The yellow metal has struggled since topping out near $1,900 per ounce in 2011 and is nearing five-year lows. But unfortunately for the bulls, it doesn't appear that there is any support to keep the commodity from falling lower.
$1,180 per ounce was the previous low in gold, Tom Vitiello of Aurum Options Strategies, explained to TheStreet's Jill Malandrino. Many traders thought the metal would find support near that level and a bounce higher would ensue.
But gold prices didn't stop declining there. The metal declined to $1,161 per ounce before bouncing slightly higher.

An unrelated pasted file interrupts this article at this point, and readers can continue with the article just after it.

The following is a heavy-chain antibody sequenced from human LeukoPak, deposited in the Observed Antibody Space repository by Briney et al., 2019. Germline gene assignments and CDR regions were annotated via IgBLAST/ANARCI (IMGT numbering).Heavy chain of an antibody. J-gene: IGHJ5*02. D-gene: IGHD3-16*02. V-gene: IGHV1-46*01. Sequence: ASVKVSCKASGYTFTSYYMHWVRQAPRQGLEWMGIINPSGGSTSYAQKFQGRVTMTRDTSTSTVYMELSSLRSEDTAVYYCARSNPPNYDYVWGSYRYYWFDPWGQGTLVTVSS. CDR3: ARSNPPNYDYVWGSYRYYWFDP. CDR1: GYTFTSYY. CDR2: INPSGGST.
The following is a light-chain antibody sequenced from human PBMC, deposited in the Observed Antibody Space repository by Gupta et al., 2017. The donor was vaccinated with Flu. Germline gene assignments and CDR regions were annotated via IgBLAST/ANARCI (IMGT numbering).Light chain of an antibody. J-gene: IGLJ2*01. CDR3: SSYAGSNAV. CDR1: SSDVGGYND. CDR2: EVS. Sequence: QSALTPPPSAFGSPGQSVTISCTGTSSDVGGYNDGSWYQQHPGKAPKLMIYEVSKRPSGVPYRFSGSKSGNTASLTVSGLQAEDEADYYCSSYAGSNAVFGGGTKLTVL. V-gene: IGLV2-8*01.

If gold can rebound to $1,175 per ounce, then perhaps it can find support and begin to work its way higher, Vitiello said. But if the commodity cannot regain that threshold, then it'll likely continue "scraping the bottom" as it heads lower.
So what catalysts exist to propel the metal higher? According to Vitiello, higher interest rates or inflation will be like "kryptonite" for gold. If either of those move higher in the future, then gold prices should appreciate.
He also pointed out that the metal has been very highly correlated to the Japanese yen. The yen, which continues to weaken against the U.S. dollar, has been headed lower, as has gold.